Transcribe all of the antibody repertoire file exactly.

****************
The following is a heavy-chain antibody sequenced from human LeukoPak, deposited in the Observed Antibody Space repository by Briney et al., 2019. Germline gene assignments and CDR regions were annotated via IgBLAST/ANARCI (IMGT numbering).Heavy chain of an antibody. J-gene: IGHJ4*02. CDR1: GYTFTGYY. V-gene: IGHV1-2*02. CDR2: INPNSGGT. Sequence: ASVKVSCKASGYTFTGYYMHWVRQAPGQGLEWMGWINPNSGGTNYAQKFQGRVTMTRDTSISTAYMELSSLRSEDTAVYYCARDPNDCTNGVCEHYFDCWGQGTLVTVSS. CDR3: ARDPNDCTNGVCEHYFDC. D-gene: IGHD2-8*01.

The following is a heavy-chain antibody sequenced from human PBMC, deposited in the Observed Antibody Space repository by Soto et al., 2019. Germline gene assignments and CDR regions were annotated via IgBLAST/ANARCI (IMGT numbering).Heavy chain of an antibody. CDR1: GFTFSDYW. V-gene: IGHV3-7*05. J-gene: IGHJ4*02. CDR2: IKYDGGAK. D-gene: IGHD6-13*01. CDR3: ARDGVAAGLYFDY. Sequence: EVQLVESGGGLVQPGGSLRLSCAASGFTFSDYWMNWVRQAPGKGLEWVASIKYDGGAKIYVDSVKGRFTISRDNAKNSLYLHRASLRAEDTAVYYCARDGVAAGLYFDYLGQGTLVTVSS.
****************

The following is a heavy-chain antibody sequenced from human LeukoPak, deposited in the Observed Antibody Space repository by Briney et al., 2019. Germline gene assignments and CDR regions were annotated via IgBLAST/ANARCI (IMGT numbering).Heavy chain of an antibody. J-gene: IGHJ4*02. CDR1: GYTFTGYY. V-gene: IGHV1-2*02. CDR2: INPNSGGT. Sequence: ASVKVSCKASGYTFTGYYMHWVRQAPGQGLEWMGWINPNSGGTNYAQKFQGRVTMTRDTSISTAYMELSSLRSEDTAVYYCARDPNDCTNGVCEHYFDCWGQGTLVTVSS. CDR3: ARDPNDCTNGVCEHYFDC. D-gene: IGHD2-8*01.

The following is a heavy-chain antibody sequenced from human PBMC, deposited in the Observed Antibody Space repository by Soto et al., 2019. Germline gene assignments and CDR regions were annotated via IgBLAST/ANARCI (IMGT numbering).Heavy chain of an antibody. CDR1: GFTFSDYW. V-gene: IGHV3-7*05. J-gene: IGHJ4*02. CDR2: IKYDGGAK. D-gene: IGHD6-13*01. CDR3: ARDGVAAGLYFDY. Sequence: EVQLVESGGGLVQPGGSLRLSCAASGFTFSDYWMNWVRQAPGKGLEWVASIKYDGGAKIYVDSVKGRFTISRDNAKNSLYLHRASLRAEDTAVYYCARDGVAAGLYFDYLGQGTLVTVSS.